Film Review © 2003 by Trip Reynolds


Directed by Tom Shadyac; Screenplay by Steve Koren, Mark O'Keefe, Steve Oedekerk. Produced by Michael Bostick, James D. Brubaker, Jim Carrey, Steve Koren, and Mark O'Keefe. Executive Produced by Gary Barber and Roger Birnbaum.

Starring Jim Carrey (as a down on his luck, passed over for the big TV anchor job, but ever aspiring TV reporter, Bruce Nolan), Jennifer Aniston (as the not-much-to-do-in-this-film wife of Bruce), Morgan Freeman (as the powerful but estranged, GOD), Philip Baker Hall (as Jack Keller), Catherine Bell (as Susan Ortega), Lisa Ann Lalter (as Debbie), Steven Carell (as TV anchorman, Evan Baxter) Nora Dunn (as Ally Loman), and Edward Jemison (as Bobby).

Jim Carrey is funny as he, again, capably reprises his over-the-top physical comedy. However, the film is stupid and, sadly, an insult to a person's belief in the power of God and (at least one) man's instinctive ability to be creative. Think about it, a man gets the opportunity to temporarily have God's power and what does he do? He gives his woman bigger tits, and empowers his dog with the ability to pee with the seat down.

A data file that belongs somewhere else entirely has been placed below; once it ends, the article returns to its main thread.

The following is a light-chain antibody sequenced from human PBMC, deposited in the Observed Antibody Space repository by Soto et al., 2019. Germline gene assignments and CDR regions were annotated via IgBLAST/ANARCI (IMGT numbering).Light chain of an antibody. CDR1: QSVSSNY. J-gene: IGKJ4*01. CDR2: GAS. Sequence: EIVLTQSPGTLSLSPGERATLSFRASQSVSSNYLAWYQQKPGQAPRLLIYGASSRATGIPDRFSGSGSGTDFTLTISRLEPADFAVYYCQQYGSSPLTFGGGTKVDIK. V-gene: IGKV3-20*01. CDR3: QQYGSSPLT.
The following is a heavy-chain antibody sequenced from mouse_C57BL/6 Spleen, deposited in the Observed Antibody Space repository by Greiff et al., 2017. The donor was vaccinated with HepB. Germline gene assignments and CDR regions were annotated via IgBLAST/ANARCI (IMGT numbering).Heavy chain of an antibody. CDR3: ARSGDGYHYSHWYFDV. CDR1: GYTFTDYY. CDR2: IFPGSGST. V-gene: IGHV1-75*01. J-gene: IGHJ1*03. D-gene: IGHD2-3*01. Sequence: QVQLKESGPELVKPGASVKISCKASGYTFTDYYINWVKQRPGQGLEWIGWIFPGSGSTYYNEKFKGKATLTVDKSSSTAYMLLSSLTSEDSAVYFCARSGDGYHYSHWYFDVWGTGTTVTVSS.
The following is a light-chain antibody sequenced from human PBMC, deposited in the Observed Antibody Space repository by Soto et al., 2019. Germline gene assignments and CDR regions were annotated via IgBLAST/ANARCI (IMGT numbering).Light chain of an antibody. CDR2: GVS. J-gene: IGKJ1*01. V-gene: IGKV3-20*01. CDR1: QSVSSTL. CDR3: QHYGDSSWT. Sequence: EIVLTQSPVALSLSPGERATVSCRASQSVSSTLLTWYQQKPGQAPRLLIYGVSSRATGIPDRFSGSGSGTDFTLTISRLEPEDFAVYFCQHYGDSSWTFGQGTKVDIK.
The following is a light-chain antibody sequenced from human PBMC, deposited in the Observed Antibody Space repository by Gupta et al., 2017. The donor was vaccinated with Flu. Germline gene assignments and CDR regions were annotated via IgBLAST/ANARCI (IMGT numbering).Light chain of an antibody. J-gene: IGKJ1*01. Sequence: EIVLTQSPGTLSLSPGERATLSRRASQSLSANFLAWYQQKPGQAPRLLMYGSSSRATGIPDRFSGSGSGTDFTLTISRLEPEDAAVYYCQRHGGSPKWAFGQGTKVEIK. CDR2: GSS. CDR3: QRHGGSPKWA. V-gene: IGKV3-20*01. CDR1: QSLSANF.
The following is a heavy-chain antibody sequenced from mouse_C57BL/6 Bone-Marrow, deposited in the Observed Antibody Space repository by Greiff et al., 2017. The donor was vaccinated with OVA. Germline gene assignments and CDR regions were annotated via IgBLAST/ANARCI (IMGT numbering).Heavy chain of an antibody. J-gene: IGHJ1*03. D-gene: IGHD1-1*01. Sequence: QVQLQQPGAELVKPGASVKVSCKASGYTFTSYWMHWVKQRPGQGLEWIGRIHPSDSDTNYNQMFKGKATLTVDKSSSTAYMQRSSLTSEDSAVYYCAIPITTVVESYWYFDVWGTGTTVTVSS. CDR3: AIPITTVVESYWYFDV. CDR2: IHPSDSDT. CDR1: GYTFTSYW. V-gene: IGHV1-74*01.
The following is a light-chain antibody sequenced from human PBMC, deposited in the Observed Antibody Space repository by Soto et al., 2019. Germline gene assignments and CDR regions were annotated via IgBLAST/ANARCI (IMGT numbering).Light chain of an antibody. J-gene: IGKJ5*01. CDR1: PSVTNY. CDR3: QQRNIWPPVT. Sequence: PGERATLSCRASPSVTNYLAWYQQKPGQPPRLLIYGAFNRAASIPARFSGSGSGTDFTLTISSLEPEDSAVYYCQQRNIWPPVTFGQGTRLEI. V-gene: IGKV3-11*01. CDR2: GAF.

The film should have been both a helluva lot more serious and a helluva lot funnier. Frankly, there are people throughout the world with serious, really serious problems that make being passed over for a promotion completely insignificant. Nevertheless, the script is anchored around the pettiness of Nolan's lost promotion.

Albert Brooks wrote, directed and starred in a much better film about the trivialities of our human existence. With a supporting cast that also included Meryl Streep, Rip Torn, Lee Grant, Buck Henry and Shirley MacLaine, "Defending Your Life," from 1991, wonderfully captured the seemingly intangible and intrinsic relationship between what a person does (their job) and what a person is (their real worth). "Bruce Almighty" falls flat in comparison.

Given the scope of what Hollywood is able to do with special effects, the script failed to challenge the possibilities available to someone who has the power of GOD - even if possession of God's power was only temporary. With considerably less to work with, George Burns demonstrated more depth with his treatment of divinity in his "Oh, God" films. Truly, "Bruce Almighty" is man's work, not God's.

Film is directed like a TV movie of the week.

Film has a uneven running length of 101 minutes.

Recommendation: Wait for it on TV!